It says its rocks are the source of sapphires, verse 6, and its dust contains gold.  They were going down there to get the gold.  Boy, isn't it amazing what people will go through to find that stuff?  Sapphires, silver...they go in a path, verse 7 says, that no bird of prey knows.  And why does he say that?  Because the bird of prey is known to have the finest...what?...eyesight, vision.  Falcon's eye has never seen what these people see.  The proud beasts have never trodden on it.  The fierce lion passed over it.  He puts his hand on the flint, he overturns the mountains at the base.

Now wait a minute.  You mean they knew how to blow up a mountain?  They knew how to overturn a mountain at its base?  They knew how to hew out channels through the rocks?  And his eye sees anything precious.

It's amazing.  He damns up the streams from flowing.  What is hidden he brings out to the light.  A whole sophisticated mining process.  But verse 12 asks this, "Where can wisdom be found and where is the place of understanding?  Man does not know its value, nor is it found in the land of the living.  The deep says it's not in me.  The sea says, not with me."  Jacques Crousteau knows a lot but he doesn't know enough.  "Pure gold cannot be given in exchange for it, nor can silver be weighed as its price.  It can't be valued in the gold of Ophir, in precious onyx or sapphire, gold or glass can't equal it, nor can it be exchanged for articles of fine gold.  Coral and crystal..."  Crystal?  You mean they could blow glass with lead in it?  "IT's above pearls in value, the topaz of Ethiopia can't equal it, nor can it be valued in pure gold.  Where then does wisdom come from and where is the place of understanding?  Thus it is hidden from the eyes of all living and concealed from the birds of the sky.  Abaddon and Death say...With our ears we have heard a report of it."  They don't know either.

Verse 23, I love this, "God understands it.  He knows its way.  He knows its place."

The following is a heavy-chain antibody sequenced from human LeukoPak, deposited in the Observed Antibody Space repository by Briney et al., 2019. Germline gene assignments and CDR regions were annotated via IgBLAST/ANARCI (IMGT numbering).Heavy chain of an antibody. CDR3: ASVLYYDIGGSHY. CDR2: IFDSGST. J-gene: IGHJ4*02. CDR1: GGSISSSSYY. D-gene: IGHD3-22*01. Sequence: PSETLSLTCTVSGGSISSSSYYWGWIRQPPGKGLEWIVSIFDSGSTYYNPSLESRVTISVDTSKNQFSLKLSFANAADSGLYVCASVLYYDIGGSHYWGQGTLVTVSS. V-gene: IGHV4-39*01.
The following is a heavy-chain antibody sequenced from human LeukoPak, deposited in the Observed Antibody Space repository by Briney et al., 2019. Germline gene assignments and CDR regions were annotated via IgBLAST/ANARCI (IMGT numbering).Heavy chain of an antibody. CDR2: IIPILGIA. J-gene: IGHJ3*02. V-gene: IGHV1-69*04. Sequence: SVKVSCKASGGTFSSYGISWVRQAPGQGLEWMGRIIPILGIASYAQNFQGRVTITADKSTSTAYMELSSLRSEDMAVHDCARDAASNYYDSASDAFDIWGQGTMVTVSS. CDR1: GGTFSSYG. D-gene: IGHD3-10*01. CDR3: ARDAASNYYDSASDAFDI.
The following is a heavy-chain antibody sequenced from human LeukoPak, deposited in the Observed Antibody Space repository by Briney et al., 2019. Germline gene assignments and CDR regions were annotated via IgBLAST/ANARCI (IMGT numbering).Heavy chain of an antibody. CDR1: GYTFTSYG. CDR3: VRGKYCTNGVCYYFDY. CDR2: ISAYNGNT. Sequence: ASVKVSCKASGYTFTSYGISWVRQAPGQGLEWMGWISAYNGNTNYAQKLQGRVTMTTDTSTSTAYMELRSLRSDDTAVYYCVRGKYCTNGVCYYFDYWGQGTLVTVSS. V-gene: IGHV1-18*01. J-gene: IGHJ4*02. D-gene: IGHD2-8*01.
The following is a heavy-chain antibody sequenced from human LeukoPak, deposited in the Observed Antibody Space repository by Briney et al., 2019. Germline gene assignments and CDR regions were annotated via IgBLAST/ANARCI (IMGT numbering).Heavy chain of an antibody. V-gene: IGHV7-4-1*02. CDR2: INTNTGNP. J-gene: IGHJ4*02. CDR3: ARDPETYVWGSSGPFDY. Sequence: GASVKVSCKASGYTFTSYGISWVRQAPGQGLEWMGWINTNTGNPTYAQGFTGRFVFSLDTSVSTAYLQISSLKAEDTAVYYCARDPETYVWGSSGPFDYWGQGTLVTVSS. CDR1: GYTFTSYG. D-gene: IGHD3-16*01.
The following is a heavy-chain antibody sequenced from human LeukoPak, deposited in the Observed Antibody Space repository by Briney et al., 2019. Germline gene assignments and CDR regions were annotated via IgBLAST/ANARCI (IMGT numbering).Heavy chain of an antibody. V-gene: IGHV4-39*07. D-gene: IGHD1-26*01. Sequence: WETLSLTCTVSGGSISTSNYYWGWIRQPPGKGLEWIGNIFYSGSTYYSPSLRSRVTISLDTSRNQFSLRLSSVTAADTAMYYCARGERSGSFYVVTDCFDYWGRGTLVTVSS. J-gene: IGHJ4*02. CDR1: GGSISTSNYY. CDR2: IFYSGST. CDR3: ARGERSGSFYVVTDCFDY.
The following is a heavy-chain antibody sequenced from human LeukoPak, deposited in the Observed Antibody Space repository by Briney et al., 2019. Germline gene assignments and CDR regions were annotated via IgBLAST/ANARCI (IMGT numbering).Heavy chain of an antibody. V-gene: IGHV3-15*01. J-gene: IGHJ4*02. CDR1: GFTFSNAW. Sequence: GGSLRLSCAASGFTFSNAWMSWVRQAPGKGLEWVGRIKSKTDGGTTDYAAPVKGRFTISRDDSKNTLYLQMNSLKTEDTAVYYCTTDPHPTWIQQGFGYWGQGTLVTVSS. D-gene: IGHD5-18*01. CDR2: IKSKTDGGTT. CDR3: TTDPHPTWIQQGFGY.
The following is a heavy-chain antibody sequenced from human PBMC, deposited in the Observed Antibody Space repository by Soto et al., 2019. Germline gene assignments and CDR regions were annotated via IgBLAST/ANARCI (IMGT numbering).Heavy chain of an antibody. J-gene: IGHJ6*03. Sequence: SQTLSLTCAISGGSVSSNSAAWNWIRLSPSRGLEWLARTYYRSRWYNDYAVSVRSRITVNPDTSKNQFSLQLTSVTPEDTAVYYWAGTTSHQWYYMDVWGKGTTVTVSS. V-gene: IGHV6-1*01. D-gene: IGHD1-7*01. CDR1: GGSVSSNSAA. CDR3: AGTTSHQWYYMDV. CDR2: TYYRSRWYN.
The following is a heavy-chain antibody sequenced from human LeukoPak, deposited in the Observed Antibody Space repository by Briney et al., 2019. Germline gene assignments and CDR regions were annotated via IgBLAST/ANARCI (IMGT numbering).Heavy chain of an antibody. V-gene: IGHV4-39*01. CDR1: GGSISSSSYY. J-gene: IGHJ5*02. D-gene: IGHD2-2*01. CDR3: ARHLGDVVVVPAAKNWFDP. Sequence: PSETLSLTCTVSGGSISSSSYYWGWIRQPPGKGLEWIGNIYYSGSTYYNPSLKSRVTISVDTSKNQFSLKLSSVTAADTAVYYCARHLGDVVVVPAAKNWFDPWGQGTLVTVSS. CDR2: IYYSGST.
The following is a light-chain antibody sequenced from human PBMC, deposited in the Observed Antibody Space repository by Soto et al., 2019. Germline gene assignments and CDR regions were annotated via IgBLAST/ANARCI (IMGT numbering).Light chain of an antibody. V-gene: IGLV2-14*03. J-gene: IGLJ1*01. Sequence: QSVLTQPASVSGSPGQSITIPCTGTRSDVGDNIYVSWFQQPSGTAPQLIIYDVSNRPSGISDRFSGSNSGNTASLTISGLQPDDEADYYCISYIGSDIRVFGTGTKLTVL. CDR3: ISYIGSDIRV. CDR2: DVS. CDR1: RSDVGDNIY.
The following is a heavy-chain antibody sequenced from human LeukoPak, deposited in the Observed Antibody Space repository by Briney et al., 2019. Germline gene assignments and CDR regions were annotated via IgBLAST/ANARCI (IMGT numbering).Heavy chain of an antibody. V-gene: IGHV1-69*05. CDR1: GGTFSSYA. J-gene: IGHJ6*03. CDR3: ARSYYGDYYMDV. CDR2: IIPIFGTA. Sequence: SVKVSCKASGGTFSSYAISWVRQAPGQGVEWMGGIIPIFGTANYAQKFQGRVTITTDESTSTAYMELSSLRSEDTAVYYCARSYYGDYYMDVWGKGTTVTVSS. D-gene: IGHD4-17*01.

Now what did we read in Proverbs 2?  If you want to know truth as much with as much passion as men seek silver, you can know it.  I remember reading years ago when I was a student about a guy who came to Socrates, it's probably apocryphal, and said, "O master, Socrates, will you be my teacher?"  Socrates looked at him and said, "Follow me."  And he turned and walked into the sea and he kept walking and kept walking and this young man kept following him, and following him, and following him.  He wanted very much to have him as his teacher.

They got out where the water was just on their lips and Socrates turned around and put both hands on his head and pushed him under.  And wanting to be a compliant student, he just stayed there for a while.  Apparently Socrates was strong and all of a sudden he began to gasp for air, and then he began to spit and sputter and flail around.  And strong Socrates held him up and kept him under, and kept him under, and kept him under. And finally he was blowing very large bubbles and thrashing madly.  And then Socrates took his hands off and he popped up. 

And gasping and spewing out the water he said, "Why did you do that?  Why did you?"  He said, "When you want to learn as much as you wanted to breathe, I will be your teacher."

Something to be said for desire on the part of a student.  And I think from the standpoint of the spiritual, Proverbs 2 is right.  When you want to know it enough, when the passion is there, when you really want to know the truth, when you seek it as men seek silver...and look how they seek it...it's available and you can know it.

Now let's go back to Peter. That's what Peter's saying.  You should long for the Word the way a baby longs for milk...passionately crave it, passionately long for it.  And when you do that you will grow.  You will mature.  You will move toward Christ's likeness.

I'll sum it up with the words, familiar words, of Joshua 1:8.  "This book of the law...referring, of course, to God's revealed Scripture...this book of the law shall not depart from your mouth but you shall meditate on it day and night so that you may be careful to do according to all that is written in it." That's the key.  You take it in, you live it out.  "For then you will make your way prosperous and then you will have success."  I can insert in there "spiritual success" in the process of spiritual maturity.  Thank God for the resource you have in His Word.

Father, we thank You for tonight.  It's been a wonderful evening to share together with these precious friends and saints.  Lord, we thank You for all that Your Word can and does accomplish in us.  Rekindle our passion and our longing and our desire for it and may we long for it like a newborn baby longs for milk.  And may we cry out for it as Proverbs 2 says, like a baby cries when we want it enough we'll pursue it.  Lord, create that desire in our hearts, even as you cleanse us from our sins that we might become more like Your Son in whose name we pray.  Amen.

This sermon series includes the following messages:

Grace to You
Unleashing God’s Truth, One Verse at a Time